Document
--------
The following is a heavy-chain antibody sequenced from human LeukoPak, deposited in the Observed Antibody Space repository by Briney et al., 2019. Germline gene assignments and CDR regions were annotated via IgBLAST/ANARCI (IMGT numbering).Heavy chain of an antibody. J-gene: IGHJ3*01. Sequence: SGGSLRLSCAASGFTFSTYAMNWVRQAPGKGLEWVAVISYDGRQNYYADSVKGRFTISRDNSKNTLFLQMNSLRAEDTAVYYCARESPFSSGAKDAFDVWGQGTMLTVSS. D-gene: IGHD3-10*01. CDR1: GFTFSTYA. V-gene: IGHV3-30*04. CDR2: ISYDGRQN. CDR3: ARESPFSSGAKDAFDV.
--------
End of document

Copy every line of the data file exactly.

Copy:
The following is a heavy-chain antibody sequenced from human LeukoPak, deposited in the Observed Antibody Space repository by Briney et al., 2019. Germline gene assignments and CDR regions were annotated via IgBLAST/ANARCI (IMGT numbering).Heavy chain of an antibody. J-gene: IGHJ3*01. Sequence: SGGSLRLSCAASGFTFSTYAMNWVRQAPGKGLEWVAVISYDGRQNYYADSVKGRFTISRDNSKNTLFLQMNSLRAEDTAVYYCARESPFSSGAKDAFDVWGQGTMLTVSS. D-gene: IGHD3-10*01. CDR1: GFTFSTYA. V-gene: IGHV3-30*04. CDR2: ISYDGRQN. CDR3: ARESPFSSGAKDAFDV.